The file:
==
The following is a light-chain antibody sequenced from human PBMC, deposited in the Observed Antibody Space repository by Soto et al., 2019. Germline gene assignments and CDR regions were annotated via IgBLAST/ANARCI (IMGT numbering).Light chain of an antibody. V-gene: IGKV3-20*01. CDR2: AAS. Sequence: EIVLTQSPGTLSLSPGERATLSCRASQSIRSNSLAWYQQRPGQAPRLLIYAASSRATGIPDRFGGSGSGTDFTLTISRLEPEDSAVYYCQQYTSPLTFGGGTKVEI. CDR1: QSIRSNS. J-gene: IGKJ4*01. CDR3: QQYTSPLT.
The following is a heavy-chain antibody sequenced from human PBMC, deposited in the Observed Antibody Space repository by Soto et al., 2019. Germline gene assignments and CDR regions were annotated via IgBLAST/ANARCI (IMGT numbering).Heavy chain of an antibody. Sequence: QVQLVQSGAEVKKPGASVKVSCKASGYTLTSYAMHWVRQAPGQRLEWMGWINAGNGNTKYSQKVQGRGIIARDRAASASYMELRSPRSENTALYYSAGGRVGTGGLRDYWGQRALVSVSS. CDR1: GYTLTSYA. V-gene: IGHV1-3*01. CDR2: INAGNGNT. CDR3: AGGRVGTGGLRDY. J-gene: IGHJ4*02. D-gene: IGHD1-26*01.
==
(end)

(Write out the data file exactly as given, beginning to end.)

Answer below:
The following is a light-chain antibody sequenced from human PBMC, deposited in the Observed Antibody Space repository by Soto et al., 2019. Germline gene assignments and CDR regions were annotated via IgBLAST/ANARCI (IMGT numbering).Light chain of an antibody. V-gene: IGKV3-20*01. CDR2: AAS. Sequence: EIVLTQSPGTLSLSPGERATLSCRASQSIRSNSLAWYQQRPGQAPRLLIYAASSRATGIPDRFGGSGSGTDFTLTISRLEPEDSAVYYCQQYTSPLTFGGGTKVEI. CDR1: QSIRSNS. J-gene: IGKJ4*01. CDR3: QQYTSPLT.
The following is a heavy-chain antibody sequenced from human PBMC, deposited in the Observed Antibody Space repository by Soto et al., 2019. Germline gene assignments and CDR regions were annotated via IgBLAST/ANARCI (IMGT numbering).Heavy chain of an antibody. Sequence: QVQLVQSGAEVKKPGASVKVSCKASGYTLTSYAMHWVRQAPGQRLEWMGWINAGNGNTKYSQKVQGRGIIARDRAASASYMELRSPRSENTALYYSAGGRVGTGGLRDYWGQRALVSVSS. CDR1: GYTLTSYA. V-gene: IGHV1-3*01. CDR2: INAGNGNT. CDR3: AGGRVGTGGLRDY. J-gene: IGHJ4*02. D-gene: IGHD1-26*01.